Bottom-Fishing: Two Hedge Funds Quietly Buying Physical Cobalt Amid EV Battery Slump 

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Cautious optimism is creeping back into the cobalt metal market as hedge funds move to physical purchases of the battery metal as prices slump to seven-year lows. With oversupply conditions and slumping electric vehicle demand, the market could soon find balance, given cobalt’s critical role in the energy transition toward a net-zero future. 

According to Bloomberg, citing people familiar with the matter, Anchorage Capital Advisors and Squarepoint Capital LLP have quietly purchased physical cobalt. 

Squarepoint has been buying cobalt metal from traders, according to people familiar with the matter, while Anchorage has been buying both cobalt metal and cobalt hydroxide — an intermediate product in the production of cobalt sulphate that goes into EV batteries. Anchorage has also been active in trading on CME, said some of the people, who asked not to be identified as the information is private. -BBG

Both hedge funds have been buying physical cobalt as spot prices hover at seven-year lows, oscillating between $15 and $12.5 a pound for much of this year. Prices peaked at $40 a pound during the EV mania in 2022. 

“Surging supply and weaker-than-expected sales in the EV sector have contributed to a record surplus in the market this year, and many in the industry are pessimistic about the prospects for a rebound. The rise in popularity of lithium-iron phosphate batteries, which don’t require cobalt, also poses a threat to demand,” Bloomberg explained.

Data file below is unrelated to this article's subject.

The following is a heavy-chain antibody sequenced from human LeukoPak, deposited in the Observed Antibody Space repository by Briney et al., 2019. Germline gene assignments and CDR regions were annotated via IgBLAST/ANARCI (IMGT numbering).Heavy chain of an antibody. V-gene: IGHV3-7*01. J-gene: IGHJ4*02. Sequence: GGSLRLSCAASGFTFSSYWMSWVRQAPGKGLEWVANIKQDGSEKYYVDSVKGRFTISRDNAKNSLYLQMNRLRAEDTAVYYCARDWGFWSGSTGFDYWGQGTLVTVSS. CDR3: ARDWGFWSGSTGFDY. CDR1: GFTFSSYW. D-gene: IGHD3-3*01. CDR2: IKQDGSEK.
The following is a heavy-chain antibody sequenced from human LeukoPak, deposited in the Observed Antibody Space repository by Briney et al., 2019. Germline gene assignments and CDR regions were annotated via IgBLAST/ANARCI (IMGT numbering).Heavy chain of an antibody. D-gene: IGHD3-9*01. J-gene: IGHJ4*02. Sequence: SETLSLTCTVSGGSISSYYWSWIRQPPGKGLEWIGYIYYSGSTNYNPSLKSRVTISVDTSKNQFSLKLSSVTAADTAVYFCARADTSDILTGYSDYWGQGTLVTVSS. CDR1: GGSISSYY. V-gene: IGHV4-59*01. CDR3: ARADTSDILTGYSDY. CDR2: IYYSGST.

However, Bloomberg noted that China’s strategic stockpiling agency has been soaking up surplus inventories of the metal in record volumes this year “in a trend that underscores the metal’s strategic value both in electric vehicles and defense.” 

A look at the ProShares S&P Global Core Battery Metals ETF (ION), which includes companies generating positive revenue and production value from mining lithium, nickel, or cobalt, shows it has been trading sideways since peaking in 2022.

A recent International Energy Agency report showed how cobalt will expand 7-fold by 2030 and 10-fold by 2050 to over $400 billion as it plays a critical role in reaching the global net zero target in the decades ahead. 

Carbon Credits noted in April, “Although the bottom for cobalt prices is uncertain, some analysts anticipate a gradual improvement in prices over the next few quarters.” 


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